Once again, women voters are in the driver's seat and charting the course of the Democratic Party -- and it's not because the men would not stop to ask for directions. That's right, ladies. When you line up at the polls on Super Duper Nuclear Tuesday, your shear numbers will once again be determining the fate of the Democratic nominees. You Go, Girls!
There are basically two sentiments running through the girl-power set these days. It goes something like this:
- If you're a woman, you vote for Hillary because of what it means to women everywhere. It's past time one of our own was in the White House, dammit, and she's ready for the job.
- If I'm supposed to vote for Hillary just because I'm a woman and she's a woman, isn't that almost as sexist as NOT voting for her because she's a woman?
That's the issue many of us have been mulling, especially when both candidates clearly have much to recommend them. Do you vote for a woman to finally and forever shatter that particular marble ceiling? Or do you make a decision that is not confined by gender but rather empowered by your own conscience. Hmmm.... it's a tough call, especially when Obama's bid to become the first black president is every bit as historic as Clinton's run for the record books. And when McCain is breathing down our necks. Baby boomer women (mid-40's to mid-60s) seem particularly torn about their choice, wavering between honoring their mothers and listening to their daughters.
Are women who vote for Obama somehow traitorous? Oprah, Caroline Kennedy, Maria Shriver, Sens. Dianne Feinstein (CA) and Clare McCaskill (MO), Reps. Rosa DeLauro (CT) and Jan Schakowsky (IL), Gov. Janet Napolitano (AZ) and writer Alice Walker would argue otherwise -- none of them are slouches when it comes to women's equity. Women's rights advocate Kate Michelman, an Edwards supporter, has joined the Obama camp now that Edwards has bowed out. Among women "Barack stars," there does not seem to be any sense of opportunity lost in supporting Obama over Clinton. They simply believe in their candidate, and they also believe there will be another woman in the near future. The women for Obama seem to be saying to women nationwide, "it's okay, there's still time to change your mind." There is real confidence that, once busted, this particular barrier will be down to stay -- that Hillary is just the first of many (Margaret Thatcher might beg to differ, but that is the sentiment).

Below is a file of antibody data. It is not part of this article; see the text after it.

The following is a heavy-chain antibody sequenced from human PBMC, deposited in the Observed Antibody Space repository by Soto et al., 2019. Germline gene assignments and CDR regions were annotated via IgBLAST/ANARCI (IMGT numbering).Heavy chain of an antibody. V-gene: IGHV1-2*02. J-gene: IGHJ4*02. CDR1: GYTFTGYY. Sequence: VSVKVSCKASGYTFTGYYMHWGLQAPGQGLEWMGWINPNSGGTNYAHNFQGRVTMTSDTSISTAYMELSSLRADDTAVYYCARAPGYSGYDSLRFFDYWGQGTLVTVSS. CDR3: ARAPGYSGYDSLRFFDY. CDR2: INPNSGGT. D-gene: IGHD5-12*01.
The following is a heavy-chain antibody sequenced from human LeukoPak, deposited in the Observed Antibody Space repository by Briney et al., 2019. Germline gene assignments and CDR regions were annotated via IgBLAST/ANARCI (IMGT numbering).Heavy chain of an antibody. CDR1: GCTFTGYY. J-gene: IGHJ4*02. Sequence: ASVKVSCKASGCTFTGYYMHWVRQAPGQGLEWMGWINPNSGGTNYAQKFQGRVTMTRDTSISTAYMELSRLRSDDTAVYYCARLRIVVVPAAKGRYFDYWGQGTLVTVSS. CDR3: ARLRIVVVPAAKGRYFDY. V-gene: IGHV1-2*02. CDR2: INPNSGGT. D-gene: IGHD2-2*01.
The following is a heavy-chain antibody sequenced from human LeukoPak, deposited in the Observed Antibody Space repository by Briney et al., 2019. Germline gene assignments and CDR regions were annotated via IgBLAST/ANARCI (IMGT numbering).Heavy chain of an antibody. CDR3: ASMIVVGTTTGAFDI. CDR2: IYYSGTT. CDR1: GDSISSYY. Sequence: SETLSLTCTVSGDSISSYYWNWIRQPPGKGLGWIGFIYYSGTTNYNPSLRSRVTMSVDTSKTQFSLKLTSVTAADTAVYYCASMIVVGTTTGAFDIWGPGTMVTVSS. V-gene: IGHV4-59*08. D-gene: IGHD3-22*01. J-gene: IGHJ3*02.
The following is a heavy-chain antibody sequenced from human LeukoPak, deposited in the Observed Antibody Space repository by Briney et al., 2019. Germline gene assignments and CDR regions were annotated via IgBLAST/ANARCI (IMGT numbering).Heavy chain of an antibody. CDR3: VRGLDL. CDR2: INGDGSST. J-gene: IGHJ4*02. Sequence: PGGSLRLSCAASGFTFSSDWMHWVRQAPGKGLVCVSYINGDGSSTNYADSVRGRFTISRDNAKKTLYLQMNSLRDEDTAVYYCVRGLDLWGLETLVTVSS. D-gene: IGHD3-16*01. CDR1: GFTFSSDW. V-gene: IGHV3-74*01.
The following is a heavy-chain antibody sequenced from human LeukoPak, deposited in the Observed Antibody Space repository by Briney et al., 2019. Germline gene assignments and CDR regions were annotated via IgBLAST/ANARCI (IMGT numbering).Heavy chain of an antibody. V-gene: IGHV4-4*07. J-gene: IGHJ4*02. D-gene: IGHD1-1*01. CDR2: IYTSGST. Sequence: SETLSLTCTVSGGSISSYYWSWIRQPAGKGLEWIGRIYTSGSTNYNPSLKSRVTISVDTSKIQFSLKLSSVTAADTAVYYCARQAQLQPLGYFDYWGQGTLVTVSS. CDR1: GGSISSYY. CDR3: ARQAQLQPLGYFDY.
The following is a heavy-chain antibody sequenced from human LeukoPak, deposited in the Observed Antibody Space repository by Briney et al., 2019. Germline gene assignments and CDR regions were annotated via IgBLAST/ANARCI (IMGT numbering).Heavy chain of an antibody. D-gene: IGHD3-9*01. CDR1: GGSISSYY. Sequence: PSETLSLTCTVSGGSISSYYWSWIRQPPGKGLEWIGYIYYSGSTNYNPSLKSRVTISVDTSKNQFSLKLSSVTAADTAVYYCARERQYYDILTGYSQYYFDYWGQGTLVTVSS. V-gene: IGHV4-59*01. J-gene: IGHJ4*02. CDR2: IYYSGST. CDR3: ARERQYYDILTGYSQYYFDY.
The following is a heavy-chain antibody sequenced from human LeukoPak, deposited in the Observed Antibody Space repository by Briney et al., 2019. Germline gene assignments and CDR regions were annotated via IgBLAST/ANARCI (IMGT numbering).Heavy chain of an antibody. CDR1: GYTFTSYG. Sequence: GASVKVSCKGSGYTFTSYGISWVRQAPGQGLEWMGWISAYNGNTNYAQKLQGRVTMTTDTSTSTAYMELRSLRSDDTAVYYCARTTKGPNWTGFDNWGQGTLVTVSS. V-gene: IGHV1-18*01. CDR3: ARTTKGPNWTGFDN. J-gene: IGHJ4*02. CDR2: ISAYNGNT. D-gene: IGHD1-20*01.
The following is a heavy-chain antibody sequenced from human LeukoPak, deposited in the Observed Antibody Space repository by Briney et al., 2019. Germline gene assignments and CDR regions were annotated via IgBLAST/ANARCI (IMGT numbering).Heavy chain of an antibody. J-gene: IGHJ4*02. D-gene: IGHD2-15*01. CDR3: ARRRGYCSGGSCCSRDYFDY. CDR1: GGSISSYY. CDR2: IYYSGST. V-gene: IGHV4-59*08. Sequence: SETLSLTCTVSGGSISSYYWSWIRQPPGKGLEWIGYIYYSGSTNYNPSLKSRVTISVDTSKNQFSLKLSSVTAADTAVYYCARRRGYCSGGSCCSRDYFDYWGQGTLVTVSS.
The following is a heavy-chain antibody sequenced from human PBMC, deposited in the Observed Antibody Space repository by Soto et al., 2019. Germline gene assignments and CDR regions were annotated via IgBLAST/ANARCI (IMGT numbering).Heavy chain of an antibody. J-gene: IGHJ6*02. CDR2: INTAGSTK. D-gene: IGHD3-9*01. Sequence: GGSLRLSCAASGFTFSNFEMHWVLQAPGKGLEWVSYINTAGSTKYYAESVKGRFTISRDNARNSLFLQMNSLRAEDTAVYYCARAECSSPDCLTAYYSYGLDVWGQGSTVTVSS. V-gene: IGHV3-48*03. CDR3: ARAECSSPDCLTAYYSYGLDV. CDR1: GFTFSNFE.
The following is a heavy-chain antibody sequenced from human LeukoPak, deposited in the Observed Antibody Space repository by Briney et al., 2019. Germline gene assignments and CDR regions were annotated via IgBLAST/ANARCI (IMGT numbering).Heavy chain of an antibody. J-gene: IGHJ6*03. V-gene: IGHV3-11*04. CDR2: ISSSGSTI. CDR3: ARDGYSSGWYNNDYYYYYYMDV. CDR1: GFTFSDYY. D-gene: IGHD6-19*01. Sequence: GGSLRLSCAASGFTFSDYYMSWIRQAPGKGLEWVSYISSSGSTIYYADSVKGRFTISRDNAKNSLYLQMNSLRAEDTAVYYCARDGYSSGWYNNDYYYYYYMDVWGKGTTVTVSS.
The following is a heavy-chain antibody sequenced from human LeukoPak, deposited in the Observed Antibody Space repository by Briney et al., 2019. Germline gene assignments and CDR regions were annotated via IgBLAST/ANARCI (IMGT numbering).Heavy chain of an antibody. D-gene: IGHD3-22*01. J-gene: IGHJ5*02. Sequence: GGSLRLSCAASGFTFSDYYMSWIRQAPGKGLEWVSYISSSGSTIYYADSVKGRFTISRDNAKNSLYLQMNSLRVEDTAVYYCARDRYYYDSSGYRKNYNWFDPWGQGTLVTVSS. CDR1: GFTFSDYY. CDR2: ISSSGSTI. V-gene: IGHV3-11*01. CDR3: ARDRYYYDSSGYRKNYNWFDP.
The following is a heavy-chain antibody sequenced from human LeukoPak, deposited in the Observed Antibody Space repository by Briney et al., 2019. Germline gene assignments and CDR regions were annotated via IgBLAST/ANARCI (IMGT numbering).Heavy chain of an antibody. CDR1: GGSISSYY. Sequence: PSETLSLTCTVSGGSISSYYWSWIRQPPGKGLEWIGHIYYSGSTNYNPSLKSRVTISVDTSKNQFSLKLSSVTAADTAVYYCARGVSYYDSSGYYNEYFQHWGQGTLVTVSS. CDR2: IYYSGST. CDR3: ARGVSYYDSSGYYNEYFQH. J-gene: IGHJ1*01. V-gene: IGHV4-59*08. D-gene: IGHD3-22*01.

I think there will be other women in my lifetime who will run for president. This isn't going to be women's only chance to vote our DNA, should we chose to do so. And perhaps that is the crux of the matter: this inevitability divide is also often a generational divide. It's no coincidence that Hillary's biggest fan base is women over 65 -- women who've been waiting their whole lives for the chance to vote for a woman. Women who are the least likely to pass this way again. Women whose grandmothers were suffragists.
On the other hand, women can often be our own worst enemy. Women are often the most critical of women candidates, holding them to a higher standard and personalizing our decisions about them. Some women's disdain for Hillary's decision to fight for her marriage rather than leave her philandering husband is a good example; using this as a basis for a presidential vote is rediculous. While Obama has been closing fast in the polls, lots of women could wake up Tuesday -- as they seemed to do in New Hampshire a few weeks ago -- look in the mirror and think to themselves: "Am I smokin' crack? Am I really going to vote against the first viable women candidate? Put down the pipe!"
All this leads me to wonder, what would the suffragists do if faced with this dilemma? I mean, besides a little happy dance that such a wealth of choices is ours to begin with? These women were all about the vote, the franchise, the fundamental right of women to speak their minds at the ballot box. They would rejoice at the pivotal role women's votes now play in most elections, marveling at the gender gap but also encouraging ALL people to exercise this basic responsibility of citizenship. Somehow, I can't imagine the suffragists would want us to vote for Hillary just because she is a woman. In fact, Hillary has said repeatedly that she doesn't want that kind of support, any more than Obama wants us to vote for him just because he's a black man. Both these candidates have encouraged us too look into our hearts, our guts -- but not our DNA. To cast a vote on such a simplistic notion disrespects the right those suffragists fought and even died for not all that long ago.